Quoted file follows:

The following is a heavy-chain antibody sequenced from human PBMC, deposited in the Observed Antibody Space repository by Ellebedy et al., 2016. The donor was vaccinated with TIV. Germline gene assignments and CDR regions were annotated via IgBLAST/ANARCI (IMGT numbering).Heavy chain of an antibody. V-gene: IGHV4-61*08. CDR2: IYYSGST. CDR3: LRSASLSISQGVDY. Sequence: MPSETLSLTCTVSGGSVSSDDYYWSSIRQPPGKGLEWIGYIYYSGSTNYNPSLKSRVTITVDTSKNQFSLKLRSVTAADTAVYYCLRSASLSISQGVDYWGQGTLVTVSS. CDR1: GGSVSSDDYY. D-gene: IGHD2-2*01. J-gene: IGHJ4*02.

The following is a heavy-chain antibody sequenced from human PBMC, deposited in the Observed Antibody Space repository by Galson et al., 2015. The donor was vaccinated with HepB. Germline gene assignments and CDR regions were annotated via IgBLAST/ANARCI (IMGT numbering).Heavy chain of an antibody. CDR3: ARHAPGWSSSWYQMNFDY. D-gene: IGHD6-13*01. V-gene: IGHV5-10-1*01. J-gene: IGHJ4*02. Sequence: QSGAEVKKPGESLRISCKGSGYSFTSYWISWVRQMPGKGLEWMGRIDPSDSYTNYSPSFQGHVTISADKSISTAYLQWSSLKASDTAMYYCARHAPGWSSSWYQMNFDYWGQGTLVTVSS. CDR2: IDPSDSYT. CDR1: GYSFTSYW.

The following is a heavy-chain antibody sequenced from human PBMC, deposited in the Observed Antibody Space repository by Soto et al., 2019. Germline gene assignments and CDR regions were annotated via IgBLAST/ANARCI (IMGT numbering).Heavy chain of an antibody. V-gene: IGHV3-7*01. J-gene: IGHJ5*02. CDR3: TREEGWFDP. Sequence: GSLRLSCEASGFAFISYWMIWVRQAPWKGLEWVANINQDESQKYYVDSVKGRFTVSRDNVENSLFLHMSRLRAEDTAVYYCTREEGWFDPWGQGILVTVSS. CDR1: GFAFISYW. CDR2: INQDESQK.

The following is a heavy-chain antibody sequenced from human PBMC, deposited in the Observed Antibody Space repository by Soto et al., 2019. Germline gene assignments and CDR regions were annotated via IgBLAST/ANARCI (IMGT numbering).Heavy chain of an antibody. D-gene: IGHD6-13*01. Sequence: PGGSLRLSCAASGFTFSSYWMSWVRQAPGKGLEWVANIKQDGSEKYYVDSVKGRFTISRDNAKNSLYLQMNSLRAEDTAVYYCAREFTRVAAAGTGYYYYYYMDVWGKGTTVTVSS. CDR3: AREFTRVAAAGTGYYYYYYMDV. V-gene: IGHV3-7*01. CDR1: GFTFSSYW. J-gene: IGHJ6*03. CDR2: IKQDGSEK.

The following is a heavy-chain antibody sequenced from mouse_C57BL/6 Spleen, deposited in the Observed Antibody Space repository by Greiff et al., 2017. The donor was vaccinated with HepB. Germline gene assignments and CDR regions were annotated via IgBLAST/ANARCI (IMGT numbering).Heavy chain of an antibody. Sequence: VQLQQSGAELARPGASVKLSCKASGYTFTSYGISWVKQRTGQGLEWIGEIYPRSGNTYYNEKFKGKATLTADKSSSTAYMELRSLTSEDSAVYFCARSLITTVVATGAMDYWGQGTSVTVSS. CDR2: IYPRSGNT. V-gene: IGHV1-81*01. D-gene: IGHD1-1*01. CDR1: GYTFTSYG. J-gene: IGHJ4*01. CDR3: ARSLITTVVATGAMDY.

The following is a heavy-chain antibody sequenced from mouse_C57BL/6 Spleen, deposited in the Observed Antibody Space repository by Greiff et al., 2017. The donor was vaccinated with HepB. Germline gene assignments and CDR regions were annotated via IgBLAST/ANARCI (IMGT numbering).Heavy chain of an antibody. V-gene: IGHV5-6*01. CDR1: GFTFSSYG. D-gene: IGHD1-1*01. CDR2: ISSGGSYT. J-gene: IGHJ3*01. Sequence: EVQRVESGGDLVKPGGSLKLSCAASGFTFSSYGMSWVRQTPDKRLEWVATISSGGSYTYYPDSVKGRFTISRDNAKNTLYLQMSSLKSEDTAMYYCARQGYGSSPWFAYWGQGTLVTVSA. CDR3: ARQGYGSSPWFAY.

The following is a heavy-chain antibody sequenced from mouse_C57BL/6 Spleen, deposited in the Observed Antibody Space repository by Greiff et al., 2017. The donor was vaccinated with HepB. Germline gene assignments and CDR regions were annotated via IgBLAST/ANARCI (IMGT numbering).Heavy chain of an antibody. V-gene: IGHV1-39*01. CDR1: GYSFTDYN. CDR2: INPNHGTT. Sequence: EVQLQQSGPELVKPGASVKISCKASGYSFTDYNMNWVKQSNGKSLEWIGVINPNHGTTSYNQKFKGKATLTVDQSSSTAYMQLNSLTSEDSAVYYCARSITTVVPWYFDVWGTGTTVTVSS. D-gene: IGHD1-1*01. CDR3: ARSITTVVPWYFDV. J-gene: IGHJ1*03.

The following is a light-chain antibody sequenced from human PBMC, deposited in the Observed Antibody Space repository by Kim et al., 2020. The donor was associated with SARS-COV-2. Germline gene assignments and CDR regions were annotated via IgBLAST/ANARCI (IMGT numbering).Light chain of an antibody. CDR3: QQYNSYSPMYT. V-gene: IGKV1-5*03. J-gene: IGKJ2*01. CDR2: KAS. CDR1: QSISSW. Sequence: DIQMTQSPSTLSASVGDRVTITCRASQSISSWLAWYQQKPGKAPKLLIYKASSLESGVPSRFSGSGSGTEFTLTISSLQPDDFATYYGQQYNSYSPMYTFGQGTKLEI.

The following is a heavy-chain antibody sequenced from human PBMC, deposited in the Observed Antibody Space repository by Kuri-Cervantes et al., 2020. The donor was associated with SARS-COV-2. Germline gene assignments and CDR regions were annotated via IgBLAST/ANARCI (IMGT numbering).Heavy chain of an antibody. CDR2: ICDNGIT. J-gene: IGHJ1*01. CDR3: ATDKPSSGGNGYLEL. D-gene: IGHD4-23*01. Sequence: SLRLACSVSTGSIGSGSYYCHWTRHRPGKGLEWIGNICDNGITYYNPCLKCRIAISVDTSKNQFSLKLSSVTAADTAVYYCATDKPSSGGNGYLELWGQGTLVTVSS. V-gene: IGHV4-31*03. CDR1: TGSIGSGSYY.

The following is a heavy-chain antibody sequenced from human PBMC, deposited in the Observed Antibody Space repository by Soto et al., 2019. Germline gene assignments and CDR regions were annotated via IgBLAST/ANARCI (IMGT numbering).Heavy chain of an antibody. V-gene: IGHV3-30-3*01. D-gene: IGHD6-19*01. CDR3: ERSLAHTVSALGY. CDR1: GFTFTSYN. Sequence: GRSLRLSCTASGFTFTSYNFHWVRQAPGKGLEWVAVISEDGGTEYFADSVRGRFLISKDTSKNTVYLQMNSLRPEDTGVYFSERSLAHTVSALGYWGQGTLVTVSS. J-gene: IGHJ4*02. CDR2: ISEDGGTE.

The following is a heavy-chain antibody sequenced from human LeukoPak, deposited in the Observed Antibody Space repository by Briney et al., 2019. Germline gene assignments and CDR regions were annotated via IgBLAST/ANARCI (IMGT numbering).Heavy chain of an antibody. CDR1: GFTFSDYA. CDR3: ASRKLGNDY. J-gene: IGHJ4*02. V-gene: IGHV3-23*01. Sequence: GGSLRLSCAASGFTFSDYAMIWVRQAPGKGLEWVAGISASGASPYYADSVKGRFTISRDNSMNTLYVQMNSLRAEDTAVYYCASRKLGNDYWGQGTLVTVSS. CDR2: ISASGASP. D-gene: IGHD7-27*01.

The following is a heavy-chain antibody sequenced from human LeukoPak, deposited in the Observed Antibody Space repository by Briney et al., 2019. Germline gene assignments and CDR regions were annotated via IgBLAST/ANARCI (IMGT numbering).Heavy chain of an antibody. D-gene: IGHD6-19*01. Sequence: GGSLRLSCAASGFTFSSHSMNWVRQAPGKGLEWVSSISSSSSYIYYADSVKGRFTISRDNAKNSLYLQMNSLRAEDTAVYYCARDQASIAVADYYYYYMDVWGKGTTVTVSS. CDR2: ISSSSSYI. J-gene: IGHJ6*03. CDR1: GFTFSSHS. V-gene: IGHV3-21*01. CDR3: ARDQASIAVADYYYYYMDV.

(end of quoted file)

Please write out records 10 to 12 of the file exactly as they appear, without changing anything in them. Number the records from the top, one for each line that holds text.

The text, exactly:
The following is a heavy-chain antibody sequenced from human PBMC, deposited in the Observed Antibody Space repository by Soto et al., 2019. Germline gene assignments and CDR regions were annotated via IgBLAST/ANARCI (IMGT numbering).Heavy chain of an antibody. V-gene: IGHV3-30-3*01. D-gene: IGHD6-19*01. CDR3: ERSLAHTVSALGY. CDR1: GFTFTSYN. Sequence: GRSLRLSCTASGFTFTSYNFHWVRQAPGKGLEWVAVISEDGGTEYFADSVRGRFLISKDTSKNTVYLQMNSLRPEDTGVYFSERSLAHTVSALGYWGQGTLVTVSS. J-gene: IGHJ4*02. CDR2: ISEDGGTE.

The following is a heavy-chain antibody sequenced from human LeukoPak, deposited in the Observed Antibody Space repository by Briney et al., 2019. Germline gene assignments and CDR regions were annotated via IgBLAST/ANARCI (IMGT numbering).Heavy chain of an antibody. CDR1: GFTFSDYA. CDR3: ASRKLGNDY. J-gene: IGHJ4*02. V-gene: IGHV3-23*01. Sequence: GGSLRLSCAASGFTFSDYAMIWVRQAPGKGLEWVAGISASGASPYYADSVKGRFTISRDNSMNTLYVQMNSLRAEDTAVYYCASRKLGNDYWGQGTLVTVSS. CDR2: ISASGASP. D-gene: IGHD7-27*01.

The following is a heavy-chain antibody sequenced from human LeukoPak, deposited in the Observed Antibody Space repository by Briney et al., 2019. Germline gene assignments and CDR regions were annotated via IgBLAST/ANARCI (IMGT numbering).Heavy chain of an antibody. D-gene: IGHD6-19*01. Sequence: GGSLRLSCAASGFTFSSHSMNWVRQAPGKGLEWVSSISSSSSYIYYADSVKGRFTISRDNAKNSLYLQMNSLRAEDTAVYYCARDQASIAVADYYYYYMDVWGKGTTVTVSS. CDR2: ISSSSSYI. J-gene: IGHJ6*03. CDR1: GFTFSSHS. V-gene: IGHV3-21*01. CDR3: ARDQASIAVADYYYYYMDV.